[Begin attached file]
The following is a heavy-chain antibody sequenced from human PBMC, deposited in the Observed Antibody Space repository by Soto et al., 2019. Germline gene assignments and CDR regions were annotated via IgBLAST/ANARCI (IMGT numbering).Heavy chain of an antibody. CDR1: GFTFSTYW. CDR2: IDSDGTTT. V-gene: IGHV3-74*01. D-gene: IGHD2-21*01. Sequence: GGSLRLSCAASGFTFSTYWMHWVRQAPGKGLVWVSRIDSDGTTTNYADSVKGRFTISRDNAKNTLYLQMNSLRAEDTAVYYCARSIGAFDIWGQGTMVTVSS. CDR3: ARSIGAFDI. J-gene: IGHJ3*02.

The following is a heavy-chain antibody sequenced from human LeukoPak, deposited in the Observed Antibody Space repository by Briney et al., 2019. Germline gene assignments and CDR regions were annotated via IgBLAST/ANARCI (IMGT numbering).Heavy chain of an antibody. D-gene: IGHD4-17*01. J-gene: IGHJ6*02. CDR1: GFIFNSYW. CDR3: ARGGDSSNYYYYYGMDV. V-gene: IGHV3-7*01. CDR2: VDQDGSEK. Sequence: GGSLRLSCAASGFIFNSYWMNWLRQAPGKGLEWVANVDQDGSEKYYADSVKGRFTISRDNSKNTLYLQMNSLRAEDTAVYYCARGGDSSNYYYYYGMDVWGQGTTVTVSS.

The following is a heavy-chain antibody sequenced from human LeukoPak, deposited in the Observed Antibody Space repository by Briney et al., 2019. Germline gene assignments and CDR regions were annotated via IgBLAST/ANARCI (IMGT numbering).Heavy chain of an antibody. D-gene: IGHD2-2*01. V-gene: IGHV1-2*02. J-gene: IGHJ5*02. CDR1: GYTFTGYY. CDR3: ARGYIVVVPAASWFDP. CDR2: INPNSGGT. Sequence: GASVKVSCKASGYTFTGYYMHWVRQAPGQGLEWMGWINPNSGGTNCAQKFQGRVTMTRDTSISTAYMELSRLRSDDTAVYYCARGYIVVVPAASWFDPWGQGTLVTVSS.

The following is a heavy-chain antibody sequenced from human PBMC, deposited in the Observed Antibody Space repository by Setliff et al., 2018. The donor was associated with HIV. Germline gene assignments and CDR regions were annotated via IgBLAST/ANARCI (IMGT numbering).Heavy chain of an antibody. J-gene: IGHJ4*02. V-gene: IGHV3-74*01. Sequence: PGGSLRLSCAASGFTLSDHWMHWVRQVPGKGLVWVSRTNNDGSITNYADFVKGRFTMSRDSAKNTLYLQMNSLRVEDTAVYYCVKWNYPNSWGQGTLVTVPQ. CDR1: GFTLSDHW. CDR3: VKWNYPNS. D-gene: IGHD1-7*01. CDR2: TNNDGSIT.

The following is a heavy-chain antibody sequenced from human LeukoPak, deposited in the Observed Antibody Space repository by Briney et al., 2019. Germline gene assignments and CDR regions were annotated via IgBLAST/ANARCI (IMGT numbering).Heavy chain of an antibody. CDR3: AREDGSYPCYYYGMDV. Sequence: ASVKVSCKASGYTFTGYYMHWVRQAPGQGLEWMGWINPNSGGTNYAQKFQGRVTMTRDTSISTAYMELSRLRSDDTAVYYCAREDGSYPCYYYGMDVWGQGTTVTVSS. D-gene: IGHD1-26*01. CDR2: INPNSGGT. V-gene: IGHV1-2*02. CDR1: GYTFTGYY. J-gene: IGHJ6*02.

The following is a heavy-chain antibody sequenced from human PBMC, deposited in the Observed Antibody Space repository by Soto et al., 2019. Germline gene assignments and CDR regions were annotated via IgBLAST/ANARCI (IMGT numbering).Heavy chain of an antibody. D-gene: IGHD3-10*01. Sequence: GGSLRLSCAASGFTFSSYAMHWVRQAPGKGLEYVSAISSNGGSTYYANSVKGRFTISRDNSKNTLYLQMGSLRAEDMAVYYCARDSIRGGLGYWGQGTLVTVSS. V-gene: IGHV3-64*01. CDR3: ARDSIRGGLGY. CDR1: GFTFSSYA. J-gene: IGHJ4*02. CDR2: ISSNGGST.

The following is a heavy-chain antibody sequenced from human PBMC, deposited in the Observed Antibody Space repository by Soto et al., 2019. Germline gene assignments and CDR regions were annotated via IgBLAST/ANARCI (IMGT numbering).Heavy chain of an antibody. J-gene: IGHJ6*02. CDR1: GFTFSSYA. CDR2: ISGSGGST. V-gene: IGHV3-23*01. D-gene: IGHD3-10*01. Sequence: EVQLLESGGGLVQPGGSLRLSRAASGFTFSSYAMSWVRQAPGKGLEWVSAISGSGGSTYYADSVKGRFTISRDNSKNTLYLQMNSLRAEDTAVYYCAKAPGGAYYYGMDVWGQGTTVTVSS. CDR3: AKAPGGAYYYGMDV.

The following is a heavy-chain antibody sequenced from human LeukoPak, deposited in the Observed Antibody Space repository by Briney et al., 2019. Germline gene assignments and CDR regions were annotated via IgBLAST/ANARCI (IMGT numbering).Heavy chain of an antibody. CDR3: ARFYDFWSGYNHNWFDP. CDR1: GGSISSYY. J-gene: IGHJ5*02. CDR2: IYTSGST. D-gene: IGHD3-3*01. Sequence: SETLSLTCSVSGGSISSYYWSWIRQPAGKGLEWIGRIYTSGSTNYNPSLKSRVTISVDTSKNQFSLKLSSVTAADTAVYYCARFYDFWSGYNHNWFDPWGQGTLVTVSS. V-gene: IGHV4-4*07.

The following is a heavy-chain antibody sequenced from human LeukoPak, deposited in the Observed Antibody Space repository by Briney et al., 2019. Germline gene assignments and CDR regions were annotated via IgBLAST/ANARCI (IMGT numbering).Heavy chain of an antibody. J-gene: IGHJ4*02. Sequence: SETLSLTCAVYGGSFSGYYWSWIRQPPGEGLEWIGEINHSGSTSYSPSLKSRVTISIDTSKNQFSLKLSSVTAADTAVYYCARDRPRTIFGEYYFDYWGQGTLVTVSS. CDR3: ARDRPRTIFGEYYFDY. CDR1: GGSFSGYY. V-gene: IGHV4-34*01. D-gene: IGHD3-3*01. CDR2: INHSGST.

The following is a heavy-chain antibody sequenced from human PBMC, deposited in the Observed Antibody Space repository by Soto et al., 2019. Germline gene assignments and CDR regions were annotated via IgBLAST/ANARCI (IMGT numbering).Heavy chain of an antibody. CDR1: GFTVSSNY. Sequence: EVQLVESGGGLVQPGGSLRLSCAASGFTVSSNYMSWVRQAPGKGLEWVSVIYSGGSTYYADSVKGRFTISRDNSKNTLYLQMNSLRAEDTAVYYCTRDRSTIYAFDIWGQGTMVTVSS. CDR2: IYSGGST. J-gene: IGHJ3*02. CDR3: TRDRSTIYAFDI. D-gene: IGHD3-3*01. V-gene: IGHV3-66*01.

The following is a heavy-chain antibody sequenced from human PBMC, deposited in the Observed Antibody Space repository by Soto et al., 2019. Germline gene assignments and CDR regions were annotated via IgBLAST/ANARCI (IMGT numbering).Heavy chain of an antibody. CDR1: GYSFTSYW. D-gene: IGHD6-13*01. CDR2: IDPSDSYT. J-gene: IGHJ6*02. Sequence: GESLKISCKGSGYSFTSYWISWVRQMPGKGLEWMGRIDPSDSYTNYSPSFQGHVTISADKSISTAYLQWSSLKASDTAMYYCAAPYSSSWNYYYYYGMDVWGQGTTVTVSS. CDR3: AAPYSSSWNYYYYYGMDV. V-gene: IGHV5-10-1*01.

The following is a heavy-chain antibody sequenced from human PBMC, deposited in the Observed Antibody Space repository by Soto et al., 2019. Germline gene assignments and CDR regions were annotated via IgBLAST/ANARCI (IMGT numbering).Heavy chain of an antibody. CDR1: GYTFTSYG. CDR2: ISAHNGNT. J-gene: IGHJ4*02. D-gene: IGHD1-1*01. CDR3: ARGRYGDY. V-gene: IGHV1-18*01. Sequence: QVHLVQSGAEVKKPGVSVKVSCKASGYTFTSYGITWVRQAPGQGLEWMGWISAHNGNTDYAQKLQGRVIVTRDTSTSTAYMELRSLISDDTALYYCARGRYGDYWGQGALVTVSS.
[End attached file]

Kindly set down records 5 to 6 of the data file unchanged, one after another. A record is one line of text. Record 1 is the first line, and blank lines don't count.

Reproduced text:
The following is a heavy-chain antibody sequenced from human LeukoPak, deposited in the Observed Antibody Space repository by Briney et al., 2019. Germline gene assignments and CDR regions were annotated via IgBLAST/ANARCI (IMGT numbering).Heavy chain of an antibody. CDR3: AREDGSYPCYYYGMDV. Sequence: ASVKVSCKASGYTFTGYYMHWVRQAPGQGLEWMGWINPNSGGTNYAQKFQGRVTMTRDTSISTAYMELSRLRSDDTAVYYCAREDGSYPCYYYGMDVWGQGTTVTVSS. D-gene: IGHD1-26*01. CDR2: INPNSGGT. V-gene: IGHV1-2*02. CDR1: GYTFTGYY. J-gene: IGHJ6*02.

The following is a heavy-chain antibody sequenced from human PBMC, deposited in the Observed Antibody Space repository by Soto et al., 2019. Germline gene assignments and CDR regions were annotated via IgBLAST/ANARCI (IMGT numbering).Heavy chain of an antibody. D-gene: IGHD3-10*01. Sequence: GGSLRLSCAASGFTFSSYAMHWVRQAPGKGLEYVSAISSNGGSTYYANSVKGRFTISRDNSKNTLYLQMGSLRAEDMAVYYCARDSIRGGLGYWGQGTLVTVSS. V-gene: IGHV3-64*01. CDR3: ARDSIRGGLGY. CDR1: GFTFSSYA. J-gene: IGHJ4*02. CDR2: ISSNGGST.